Wednesday, September 13, 2006

Encourage Socialization

By Heather Pohlabel
As soon as your baby is born, he immediately belongs to a family, a community, and on a much broader scale, to the entire human race! It is easy to see how your baby resembles others in your family, whether in appearance or temperament, and as your baby grows, you will see how he fits in to your community and learns from it and grows with it. It is important not to forget that your baby is one in over five billion as well, and that despite that overwhelming number, he will have his own unique characteristics and traits. He will form his own likes and dislikes. He will have his own personality.

A good way to foster more favorable personality traits and good habits is to encourage your child to socialize. This begins with family and friends and will grow to unfamiliar surroundings and situations. Some children are by nature introverted, but encouraging socialization and providing opportunities for social activity will help even the most shy of children at least feel comfortable with who they are if nothing else.

Begin introducing your baby to as many people as you can. The smiles and happy sounds that he hears will make him happy and help teach him that interacting with people can be a very pleasant experience. Most people love babies and will happily oblige your introduction to your new baby or an opportunity for a visit. They may even want to hold him if they are comfortable with babies and if you will allow it.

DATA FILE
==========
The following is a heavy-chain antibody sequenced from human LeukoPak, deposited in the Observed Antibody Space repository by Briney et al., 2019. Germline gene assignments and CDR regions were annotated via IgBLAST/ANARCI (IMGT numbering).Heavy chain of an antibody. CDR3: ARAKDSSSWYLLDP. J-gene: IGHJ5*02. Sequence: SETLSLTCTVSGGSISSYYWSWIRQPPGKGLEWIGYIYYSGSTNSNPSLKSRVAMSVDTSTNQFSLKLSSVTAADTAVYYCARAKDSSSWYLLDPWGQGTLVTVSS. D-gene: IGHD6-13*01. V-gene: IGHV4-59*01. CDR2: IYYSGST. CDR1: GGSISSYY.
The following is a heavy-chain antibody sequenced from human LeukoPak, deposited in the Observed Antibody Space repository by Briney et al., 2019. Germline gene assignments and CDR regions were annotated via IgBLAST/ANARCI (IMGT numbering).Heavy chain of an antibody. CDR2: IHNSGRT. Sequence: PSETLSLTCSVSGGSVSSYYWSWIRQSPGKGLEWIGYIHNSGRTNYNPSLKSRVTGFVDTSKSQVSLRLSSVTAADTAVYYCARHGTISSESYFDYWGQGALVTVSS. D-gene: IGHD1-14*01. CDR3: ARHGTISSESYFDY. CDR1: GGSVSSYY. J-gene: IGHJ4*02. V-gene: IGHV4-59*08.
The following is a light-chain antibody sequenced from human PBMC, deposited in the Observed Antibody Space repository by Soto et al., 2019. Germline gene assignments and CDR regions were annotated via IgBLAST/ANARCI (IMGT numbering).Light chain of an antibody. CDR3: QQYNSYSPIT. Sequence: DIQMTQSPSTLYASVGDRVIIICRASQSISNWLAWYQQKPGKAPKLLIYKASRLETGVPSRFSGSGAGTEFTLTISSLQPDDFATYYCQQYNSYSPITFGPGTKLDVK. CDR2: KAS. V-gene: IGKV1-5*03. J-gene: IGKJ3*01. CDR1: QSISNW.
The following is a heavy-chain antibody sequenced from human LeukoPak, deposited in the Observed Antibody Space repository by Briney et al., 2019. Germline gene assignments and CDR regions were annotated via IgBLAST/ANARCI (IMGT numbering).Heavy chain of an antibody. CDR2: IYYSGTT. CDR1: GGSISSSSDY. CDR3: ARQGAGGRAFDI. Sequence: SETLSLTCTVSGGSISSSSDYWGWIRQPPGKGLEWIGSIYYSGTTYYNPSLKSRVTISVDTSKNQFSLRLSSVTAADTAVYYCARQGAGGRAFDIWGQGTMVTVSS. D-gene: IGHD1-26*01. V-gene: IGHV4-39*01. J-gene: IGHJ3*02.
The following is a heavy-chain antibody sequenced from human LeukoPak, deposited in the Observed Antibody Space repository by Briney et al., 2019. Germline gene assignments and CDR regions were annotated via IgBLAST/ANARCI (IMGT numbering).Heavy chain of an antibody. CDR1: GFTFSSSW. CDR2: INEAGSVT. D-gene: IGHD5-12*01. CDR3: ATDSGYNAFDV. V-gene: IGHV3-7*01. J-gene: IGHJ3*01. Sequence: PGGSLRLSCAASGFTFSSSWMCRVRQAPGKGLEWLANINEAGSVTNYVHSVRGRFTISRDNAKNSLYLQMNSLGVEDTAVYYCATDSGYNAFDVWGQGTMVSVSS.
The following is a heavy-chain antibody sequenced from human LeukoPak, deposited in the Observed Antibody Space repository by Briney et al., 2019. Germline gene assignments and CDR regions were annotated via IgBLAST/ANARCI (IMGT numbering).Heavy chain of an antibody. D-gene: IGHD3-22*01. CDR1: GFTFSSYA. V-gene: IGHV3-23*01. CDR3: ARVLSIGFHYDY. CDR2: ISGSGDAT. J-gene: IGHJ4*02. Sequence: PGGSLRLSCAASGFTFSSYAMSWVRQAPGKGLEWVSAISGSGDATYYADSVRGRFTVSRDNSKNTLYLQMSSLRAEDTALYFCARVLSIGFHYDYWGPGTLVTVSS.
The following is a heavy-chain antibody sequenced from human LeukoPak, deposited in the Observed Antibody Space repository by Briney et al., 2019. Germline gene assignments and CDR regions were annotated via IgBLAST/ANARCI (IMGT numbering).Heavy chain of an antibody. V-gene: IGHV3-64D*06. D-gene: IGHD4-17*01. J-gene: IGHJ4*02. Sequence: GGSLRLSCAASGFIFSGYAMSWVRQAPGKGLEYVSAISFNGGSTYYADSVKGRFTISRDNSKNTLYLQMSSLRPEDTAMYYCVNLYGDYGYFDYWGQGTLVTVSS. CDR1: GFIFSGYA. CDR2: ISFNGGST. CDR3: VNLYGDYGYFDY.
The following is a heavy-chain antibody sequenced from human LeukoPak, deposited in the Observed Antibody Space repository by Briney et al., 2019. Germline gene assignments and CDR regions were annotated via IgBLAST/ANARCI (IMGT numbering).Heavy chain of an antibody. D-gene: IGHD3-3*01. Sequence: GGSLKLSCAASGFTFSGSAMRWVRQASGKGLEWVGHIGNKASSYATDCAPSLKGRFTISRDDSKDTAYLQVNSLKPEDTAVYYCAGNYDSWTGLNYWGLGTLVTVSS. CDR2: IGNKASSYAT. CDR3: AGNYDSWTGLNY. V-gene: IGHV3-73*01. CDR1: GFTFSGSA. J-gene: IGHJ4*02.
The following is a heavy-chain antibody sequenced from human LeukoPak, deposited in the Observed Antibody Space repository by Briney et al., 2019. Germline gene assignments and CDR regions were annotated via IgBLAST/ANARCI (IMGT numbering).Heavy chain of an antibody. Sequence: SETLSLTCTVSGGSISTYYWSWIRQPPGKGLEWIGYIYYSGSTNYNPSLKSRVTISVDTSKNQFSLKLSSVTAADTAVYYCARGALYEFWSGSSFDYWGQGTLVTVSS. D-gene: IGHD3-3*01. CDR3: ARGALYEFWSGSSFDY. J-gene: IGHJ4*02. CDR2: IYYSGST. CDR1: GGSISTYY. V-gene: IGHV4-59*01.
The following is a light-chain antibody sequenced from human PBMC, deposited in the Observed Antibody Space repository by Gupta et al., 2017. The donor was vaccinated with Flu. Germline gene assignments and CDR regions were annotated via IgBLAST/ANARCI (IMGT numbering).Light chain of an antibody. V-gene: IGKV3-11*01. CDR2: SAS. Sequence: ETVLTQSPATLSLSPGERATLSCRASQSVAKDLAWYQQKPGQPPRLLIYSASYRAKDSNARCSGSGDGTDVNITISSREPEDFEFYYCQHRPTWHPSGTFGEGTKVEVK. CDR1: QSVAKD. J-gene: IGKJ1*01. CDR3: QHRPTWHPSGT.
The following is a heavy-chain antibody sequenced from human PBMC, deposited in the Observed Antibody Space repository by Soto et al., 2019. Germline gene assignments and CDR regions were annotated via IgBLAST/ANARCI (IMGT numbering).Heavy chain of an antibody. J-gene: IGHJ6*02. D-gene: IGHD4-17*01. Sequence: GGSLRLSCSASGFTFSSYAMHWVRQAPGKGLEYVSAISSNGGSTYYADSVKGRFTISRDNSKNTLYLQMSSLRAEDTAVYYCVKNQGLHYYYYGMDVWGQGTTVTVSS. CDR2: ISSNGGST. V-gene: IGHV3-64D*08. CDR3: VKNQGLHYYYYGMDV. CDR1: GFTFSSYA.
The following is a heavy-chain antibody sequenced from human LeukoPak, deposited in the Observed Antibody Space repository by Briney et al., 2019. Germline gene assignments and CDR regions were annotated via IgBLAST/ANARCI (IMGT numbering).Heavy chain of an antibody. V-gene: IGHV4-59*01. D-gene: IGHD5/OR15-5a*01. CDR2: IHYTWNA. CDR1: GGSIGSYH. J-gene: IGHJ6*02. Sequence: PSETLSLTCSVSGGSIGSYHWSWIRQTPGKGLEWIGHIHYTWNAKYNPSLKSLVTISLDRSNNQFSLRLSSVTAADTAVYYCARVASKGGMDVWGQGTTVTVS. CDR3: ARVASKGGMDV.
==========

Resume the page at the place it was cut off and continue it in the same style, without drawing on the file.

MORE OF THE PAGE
I was very overprotective of my first child and did not want anyone to hold him. However, by the time I had my third child, I was passing her around to everyone, even my middle child's friends. Whoever crossed our paths got to meet baby Isabelle, and they always seemed very happy to get a good look at her or a smile from her.

I can see the difference in my older child and youngest child already. He was a very fussy baby and didn't want anyone but mommy. My youngest is very happy all of the time and smiles at everyone, even at the young age of two months. My oldest still has a hard time being in a group of more than two or three people at a time.

In addition to introducing your baby to friends, family, acquaintances, and the occasional stranger, allowing your baby to be around other babies is a good way to let them know that there are people out there like them!

When I first introduced my baby to her cousin, my baby niece, she stared at her in amazement. I could only imagine the things running through her head, but I'd almost bet that she was thinking something along the lines of, "hey, there is someone MY size who speaks MY language - I am not all that different after all; people like me do exist". I also started babysitting for another baby during the week, and although they do not really play together yet, Isabelle will watch as the other baby plays with her toys or gets in her swing or sits with her mommy. She is learning from her by watching her and also learning about herself and what she likes and does not like from other babies. We have all come to realize that she does NOT like other babies in her swing!